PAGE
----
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sample/chapters/00.markdown

 
 To use this book you should have the latest version of Vim installed, which is
 version 7.3 at the time of this writing.  New versions of Vim are almost always
-backwards-compatible, so everything in this book should work just fine with newer
-versions.
+backwards-compatible, so everything in this book should work just fine with
+newer versions.
 
 You should be comfortable editing files in Vim.  You should know basic Vim
-terminology like "buffer", "window", "normal mode", "insert mode" and "text object".
+terminology like "buffer", "window", "normal mode", "insert mode" and "text
+object".
 
-You should have some programming experience.  If you've never programmed before check
-out [Learn Python the Hard Way](http://learnpythonthehardway.org/) first.
+If you're not at that point yet go through the `vimtutor` program, use Vim
+exclusively for a month or two, and come back when you've got Vim burned into
+your fingers.
+
+You should have some programming experience.  If you've never programmed before
+check out [Learn Python the Hard Way](http://learnpythonthehardway.org/) first.
 
 Creating a Vimrc File
 ---------------------
 
-If you already know what a vimrc file is and have one, go on to the next chapter.
+If you already know what a vimrc file is and have one, go on to the next
+chapter.
 
 A vimrc file is a file you create that contains some Vimscript code.  Vim will
 automatically run the code inside this file every time you open Vim.
 
-On Linux and Mac OS X this file is located in your home directory and named `.vimrc`.
+On Linux and Mac OS X this file is located in your home directory and named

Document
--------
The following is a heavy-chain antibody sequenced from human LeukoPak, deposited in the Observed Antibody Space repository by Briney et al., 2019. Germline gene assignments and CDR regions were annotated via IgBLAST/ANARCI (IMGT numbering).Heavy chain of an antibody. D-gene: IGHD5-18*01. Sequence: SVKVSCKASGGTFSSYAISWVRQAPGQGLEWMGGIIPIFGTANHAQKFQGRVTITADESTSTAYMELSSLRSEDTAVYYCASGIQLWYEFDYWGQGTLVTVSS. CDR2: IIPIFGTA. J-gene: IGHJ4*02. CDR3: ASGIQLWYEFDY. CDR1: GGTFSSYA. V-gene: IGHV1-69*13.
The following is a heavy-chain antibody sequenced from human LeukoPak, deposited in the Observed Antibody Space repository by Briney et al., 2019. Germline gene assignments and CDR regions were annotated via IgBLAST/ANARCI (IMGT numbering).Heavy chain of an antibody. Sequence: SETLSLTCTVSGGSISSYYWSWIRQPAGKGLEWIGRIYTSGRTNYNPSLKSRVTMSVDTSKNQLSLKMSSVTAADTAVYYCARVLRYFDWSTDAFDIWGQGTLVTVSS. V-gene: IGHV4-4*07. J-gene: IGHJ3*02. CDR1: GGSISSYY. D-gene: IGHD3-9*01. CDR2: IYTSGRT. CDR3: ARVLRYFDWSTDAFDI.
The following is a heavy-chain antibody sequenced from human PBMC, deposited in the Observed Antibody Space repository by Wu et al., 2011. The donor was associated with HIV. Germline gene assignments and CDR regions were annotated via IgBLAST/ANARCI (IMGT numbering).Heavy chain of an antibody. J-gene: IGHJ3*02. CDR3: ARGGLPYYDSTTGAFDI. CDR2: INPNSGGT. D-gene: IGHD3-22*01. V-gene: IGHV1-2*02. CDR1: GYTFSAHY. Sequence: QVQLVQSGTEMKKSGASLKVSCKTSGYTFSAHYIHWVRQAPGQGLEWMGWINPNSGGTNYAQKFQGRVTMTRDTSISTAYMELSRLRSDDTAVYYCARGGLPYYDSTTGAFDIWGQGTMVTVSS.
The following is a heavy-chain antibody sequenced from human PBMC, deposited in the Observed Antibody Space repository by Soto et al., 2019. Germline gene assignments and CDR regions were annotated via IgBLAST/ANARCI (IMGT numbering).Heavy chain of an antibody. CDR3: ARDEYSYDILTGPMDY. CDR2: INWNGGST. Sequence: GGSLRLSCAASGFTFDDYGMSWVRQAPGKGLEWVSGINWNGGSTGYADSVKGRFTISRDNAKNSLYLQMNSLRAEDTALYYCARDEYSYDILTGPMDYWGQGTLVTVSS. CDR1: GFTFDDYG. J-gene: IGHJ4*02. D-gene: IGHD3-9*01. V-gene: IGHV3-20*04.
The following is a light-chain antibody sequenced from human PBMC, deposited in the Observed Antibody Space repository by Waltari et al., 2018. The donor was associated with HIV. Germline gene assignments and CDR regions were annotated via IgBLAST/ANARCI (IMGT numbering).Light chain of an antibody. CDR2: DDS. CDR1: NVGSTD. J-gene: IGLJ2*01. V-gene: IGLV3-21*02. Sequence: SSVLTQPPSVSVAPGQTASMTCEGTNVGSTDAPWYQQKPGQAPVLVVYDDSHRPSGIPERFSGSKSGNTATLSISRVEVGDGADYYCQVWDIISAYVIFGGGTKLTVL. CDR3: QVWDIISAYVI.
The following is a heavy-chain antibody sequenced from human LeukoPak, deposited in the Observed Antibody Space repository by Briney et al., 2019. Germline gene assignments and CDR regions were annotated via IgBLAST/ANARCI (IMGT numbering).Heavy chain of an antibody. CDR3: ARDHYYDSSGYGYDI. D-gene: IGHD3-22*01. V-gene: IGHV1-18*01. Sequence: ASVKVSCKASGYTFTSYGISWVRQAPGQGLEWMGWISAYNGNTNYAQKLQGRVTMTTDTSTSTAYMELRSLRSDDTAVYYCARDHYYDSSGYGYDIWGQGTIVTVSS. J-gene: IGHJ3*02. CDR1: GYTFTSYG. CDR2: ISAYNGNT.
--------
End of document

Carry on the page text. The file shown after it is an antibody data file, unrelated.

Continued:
+`.vimrc`.
 
 On Windows this file is located in your home folder and named `_vimrc`.
 
 To easily find the location and name of the file on *any* operating system, run
-`:echo $MYVIMRC` in Vim.  The path will be displayed at the bottom of the screen.
+`:echo $MYVIMRC` in Vim.  The path will be displayed at the bottom of the
+screen.
 
 Create this file if it doesn't already exist.

sample/chapters/01.markdown

 
 The first piece of Vimscript we'll look at is `echom`.
 
-You can read the full documentation for the command by running `:help echom` in Vim.
-As you go through this book you should try to read the `:help` for every new command
-you encounter to get a better understanding of how to use each one.
+You can read the full documentation for the command by running `:help echom` in
+Vim.  As you go through this book you should try to read the `:help` for every
+new command you encounter to get a better understanding of how to use each one.
 
 Run the following command:
 
 
     :messages
 
-You should see a list of messages.  `Hello, world!` will *not* be in this list, but
-`Hello again, world!` *will* be in it.
+You should see a list of messages.  `Hello, world!` will *not* be in this list,
+but `Hello again, world!` *will* be in it.
 
 When you're writing more complicated Vim scripts later in this book you may find
 yourself wanting to "print some output" to help you debug problems.  Plain old
 `:echo`will print output, but it will often disappear by the time your script is
-done.  Using `:echom` will save the output and let you run `:messages` to view it
-later.
+done.  Using `:echom` will save the output and let you run `:messages` to view
+it later.
+
+Before we move on we should mention comments.  When you write Vimscript code (in
+your `~/.vimrc` file or another one) you can add comments with the `"`
+character, like this:
+
+    " Make space more useful
+    nnoremap <space> za
+
+This doesn't *always* work (that's one of those ugly corners of Vimscript), but